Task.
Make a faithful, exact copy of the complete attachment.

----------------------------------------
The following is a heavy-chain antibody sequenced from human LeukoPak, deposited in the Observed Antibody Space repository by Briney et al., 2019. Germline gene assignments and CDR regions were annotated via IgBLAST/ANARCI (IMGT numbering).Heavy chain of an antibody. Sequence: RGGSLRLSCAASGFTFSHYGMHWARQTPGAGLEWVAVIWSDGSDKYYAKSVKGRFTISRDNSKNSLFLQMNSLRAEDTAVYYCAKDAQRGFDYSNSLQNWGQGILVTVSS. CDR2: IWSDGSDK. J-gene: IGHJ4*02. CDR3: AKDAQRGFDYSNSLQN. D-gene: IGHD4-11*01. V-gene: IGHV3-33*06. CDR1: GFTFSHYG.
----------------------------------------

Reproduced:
The following is a heavy-chain antibody sequenced from human LeukoPak, deposited in the Observed Antibody Space repository by Briney et al., 2019. Germline gene assignments and CDR regions were annotated via IgBLAST/ANARCI (IMGT numbering).Heavy chain of an antibody. Sequence: RGGSLRLSCAASGFTFSHYGMHWARQTPGAGLEWVAVIWSDGSDKYYAKSVKGRFTISRDNSKNSLFLQMNSLRAEDTAVYYCAKDAQRGFDYSNSLQNWGQGILVTVSS. CDR2: IWSDGSDK. J-gene: IGHJ4*02. CDR3: AKDAQRGFDYSNSLQN. D-gene: IGHD4-11*01. V-gene: IGHV3-33*06. CDR1: GFTFSHYG.